(with [out (file/open "some/path" :wb)]
              (sh/$ find ,dir | sort | uniq | gzip > ,out))
            

            could have been something like:

            (with [out (file/open "some/path" :wb)]
              (sh/>> out
                (sh/pipe
                  (sh/$ find ,dir)
                  (sh/$ sort)
                  (sh/$ uniq)
                  (sh/$ gzip))))
            

            which is composable with something like (sorry, not familiar with janet yet):

            (with [out (file/open "some/path" :wb)]
              (sh/>> out
                (sh/pipe
                  (sh/$ find ,dir)
                  (lambda (fd)
                    (map println
                      (sort (readlines fd))))
                  (sh/$ uniq)
                  (sh/$ gzip))))
            
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              Not a bad idea,though your lambda example could just as easily be done:

              (sh/$ ls | (fn [] ...) | uniq)
              

              Which I may add.

              Overall my idea was for a shorthand, not something longer than shell which is why I didn’t go this route.

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              not a criticism of this article (which is completely valid), but generally: am i alone with the opinion that a “DSL” should be an own language (aka with-a-parser of some sort), not clever application of $languages idioms? e.g. troffs eqn is a DSL or the c preprocessor is a DSL, being de-coupled from the respective parent languages.

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                I think the context matters. Here the goal was a library for a language, so it made sense this way to me.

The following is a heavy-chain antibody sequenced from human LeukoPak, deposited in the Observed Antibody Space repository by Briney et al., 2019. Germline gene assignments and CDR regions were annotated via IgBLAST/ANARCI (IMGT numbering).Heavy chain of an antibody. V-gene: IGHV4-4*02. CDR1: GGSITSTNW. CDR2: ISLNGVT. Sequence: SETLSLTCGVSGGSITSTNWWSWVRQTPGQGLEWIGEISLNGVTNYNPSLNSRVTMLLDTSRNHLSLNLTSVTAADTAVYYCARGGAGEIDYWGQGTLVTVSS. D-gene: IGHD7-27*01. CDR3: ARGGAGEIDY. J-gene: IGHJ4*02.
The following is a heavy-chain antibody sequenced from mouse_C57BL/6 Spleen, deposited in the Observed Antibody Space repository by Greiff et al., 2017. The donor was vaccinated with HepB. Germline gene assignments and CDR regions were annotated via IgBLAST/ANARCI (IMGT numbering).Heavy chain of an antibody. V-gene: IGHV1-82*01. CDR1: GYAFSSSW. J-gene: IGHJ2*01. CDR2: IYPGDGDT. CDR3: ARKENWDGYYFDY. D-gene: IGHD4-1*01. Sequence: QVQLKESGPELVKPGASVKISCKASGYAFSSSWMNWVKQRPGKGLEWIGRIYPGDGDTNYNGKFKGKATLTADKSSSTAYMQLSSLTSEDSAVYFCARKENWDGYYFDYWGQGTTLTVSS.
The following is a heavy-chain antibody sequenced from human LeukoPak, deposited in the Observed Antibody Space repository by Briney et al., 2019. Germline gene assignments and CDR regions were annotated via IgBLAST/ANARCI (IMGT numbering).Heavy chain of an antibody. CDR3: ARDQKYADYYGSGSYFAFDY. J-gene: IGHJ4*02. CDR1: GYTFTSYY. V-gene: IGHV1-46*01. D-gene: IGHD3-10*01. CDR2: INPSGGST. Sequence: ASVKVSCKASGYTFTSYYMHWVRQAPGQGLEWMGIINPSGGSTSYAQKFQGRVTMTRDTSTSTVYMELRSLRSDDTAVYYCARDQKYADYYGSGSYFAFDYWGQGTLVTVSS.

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                  It makes perfect sense to talk about a DSL that is a subset of another language rather than an independent language that has an interpreter only used for that language.

                  For example, Ruby is known for its ability to make DSLs, which have often been used in system administration (Puppet, Chef, Homebrew).

                  Edit: here’s a Python DSL for drawing system architecture diagrams I came across today.

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                  find “$DIR” | sort | uniq | gzip > “$out”

                  Go and Python:

                  Excercise for the reader ;)

                  I find this example rather unconvincing. A large part of shell scripts is usually file and string processing. And while shell scripts need to invoke external programs to accomplish these tasks most regular programming languages don’t. The above pipeline can be easily implemented directly in Python. The resulting program will certainly be more verbose, but it will also be easier to maintain and be less prone to errors from various shell quirks and corner cases.

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                    I don’t think it can be implemented in python (easily) in a way that runs with multiple processors or handles hundreds of gigabytes of data like coreutils can.

                    I would love to see it though.